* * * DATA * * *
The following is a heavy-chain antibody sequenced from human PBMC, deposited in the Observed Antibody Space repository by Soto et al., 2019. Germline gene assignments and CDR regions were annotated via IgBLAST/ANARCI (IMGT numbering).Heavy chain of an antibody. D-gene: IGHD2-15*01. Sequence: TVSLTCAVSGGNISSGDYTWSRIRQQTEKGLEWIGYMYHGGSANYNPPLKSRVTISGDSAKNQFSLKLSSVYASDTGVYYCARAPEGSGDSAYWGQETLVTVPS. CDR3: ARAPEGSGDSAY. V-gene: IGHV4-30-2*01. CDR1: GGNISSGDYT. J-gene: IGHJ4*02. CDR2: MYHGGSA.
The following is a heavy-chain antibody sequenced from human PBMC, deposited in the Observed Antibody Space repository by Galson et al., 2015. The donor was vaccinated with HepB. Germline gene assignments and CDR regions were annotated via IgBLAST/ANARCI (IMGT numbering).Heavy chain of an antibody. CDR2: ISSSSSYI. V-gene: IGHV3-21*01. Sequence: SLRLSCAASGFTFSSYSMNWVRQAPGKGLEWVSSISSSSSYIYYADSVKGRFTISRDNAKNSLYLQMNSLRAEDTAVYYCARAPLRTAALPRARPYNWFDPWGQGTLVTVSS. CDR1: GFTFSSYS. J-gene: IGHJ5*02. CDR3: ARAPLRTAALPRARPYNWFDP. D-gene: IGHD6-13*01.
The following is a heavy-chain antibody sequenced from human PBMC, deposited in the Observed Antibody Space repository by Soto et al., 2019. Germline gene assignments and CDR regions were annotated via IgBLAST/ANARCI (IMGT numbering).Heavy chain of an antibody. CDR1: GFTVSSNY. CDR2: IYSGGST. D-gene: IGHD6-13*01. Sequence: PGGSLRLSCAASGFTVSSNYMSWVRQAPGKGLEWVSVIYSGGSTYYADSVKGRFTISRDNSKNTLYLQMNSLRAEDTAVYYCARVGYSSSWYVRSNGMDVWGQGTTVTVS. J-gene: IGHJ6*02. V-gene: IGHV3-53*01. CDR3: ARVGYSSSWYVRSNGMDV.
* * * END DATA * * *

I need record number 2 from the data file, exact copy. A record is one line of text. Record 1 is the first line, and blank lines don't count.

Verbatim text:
The following is a heavy-chain antibody sequenced from human PBMC, deposited in the Observed Antibody Space repository by Galson et al., 2015. The donor was vaccinated with HepB. Germline gene assignments and CDR regions were annotated via IgBLAST/ANARCI (IMGT numbering).Heavy chain of an antibody. CDR2: ISSSSSYI. V-gene: IGHV3-21*01. Sequence: SLRLSCAASGFTFSSYSMNWVRQAPGKGLEWVSSISSSSSYIYYADSVKGRFTISRDNAKNSLYLQMNSLRAEDTAVYYCARAPLRTAALPRARPYNWFDPWGQGTLVTVSS. CDR1: GFTFSSYS. J-gene: IGHJ5*02. CDR3: ARAPLRTAALPRARPYNWFDP. D-gene: IGHD6-13*01.